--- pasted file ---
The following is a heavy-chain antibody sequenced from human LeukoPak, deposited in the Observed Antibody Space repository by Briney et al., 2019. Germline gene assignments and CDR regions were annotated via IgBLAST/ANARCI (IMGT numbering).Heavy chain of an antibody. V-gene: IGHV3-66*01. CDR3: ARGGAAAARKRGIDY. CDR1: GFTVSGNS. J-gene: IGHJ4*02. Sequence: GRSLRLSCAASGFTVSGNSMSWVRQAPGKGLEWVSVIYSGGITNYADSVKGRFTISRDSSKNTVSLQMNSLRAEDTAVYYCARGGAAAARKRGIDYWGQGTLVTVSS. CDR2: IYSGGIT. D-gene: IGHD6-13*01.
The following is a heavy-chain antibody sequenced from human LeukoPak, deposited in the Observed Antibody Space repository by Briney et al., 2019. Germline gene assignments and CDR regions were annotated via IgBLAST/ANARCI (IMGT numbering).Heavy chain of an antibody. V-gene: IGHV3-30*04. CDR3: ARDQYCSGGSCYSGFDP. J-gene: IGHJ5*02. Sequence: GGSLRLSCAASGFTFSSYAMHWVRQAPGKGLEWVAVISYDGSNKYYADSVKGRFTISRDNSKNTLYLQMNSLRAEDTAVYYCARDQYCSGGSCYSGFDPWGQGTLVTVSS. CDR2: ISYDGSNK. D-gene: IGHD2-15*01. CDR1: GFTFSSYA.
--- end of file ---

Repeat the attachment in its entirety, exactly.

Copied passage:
The following is a heavy-chain antibody sequenced from human LeukoPak, deposited in the Observed Antibody Space repository by Briney et al., 2019. Germline gene assignments and CDR regions were annotated via IgBLAST/ANARCI (IMGT numbering).Heavy chain of an antibody. V-gene: IGHV3-66*01. CDR3: ARGGAAAARKRGIDY. CDR1: GFTVSGNS. J-gene: IGHJ4*02. Sequence: GRSLRLSCAASGFTVSGNSMSWVRQAPGKGLEWVSVIYSGGITNYADSVKGRFTISRDSSKNTVSLQMNSLRAEDTAVYYCARGGAAAARKRGIDYWGQGTLVTVSS. CDR2: IYSGGIT. D-gene: IGHD6-13*01.
The following is a heavy-chain antibody sequenced from human LeukoPak, deposited in the Observed Antibody Space repository by Briney et al., 2019. Germline gene assignments and CDR regions were annotated via IgBLAST/ANARCI (IMGT numbering).Heavy chain of an antibody. V-gene: IGHV3-30*04. CDR3: ARDQYCSGGSCYSGFDP. J-gene: IGHJ5*02. Sequence: GGSLRLSCAASGFTFSSYAMHWVRQAPGKGLEWVAVISYDGSNKYYADSVKGRFTISRDNSKNTLYLQMNSLRAEDTAVYYCARDQYCSGGSCYSGFDPWGQGTLVTVSS. CDR2: ISYDGSNK. D-gene: IGHD2-15*01. CDR1: GFTFSSYA.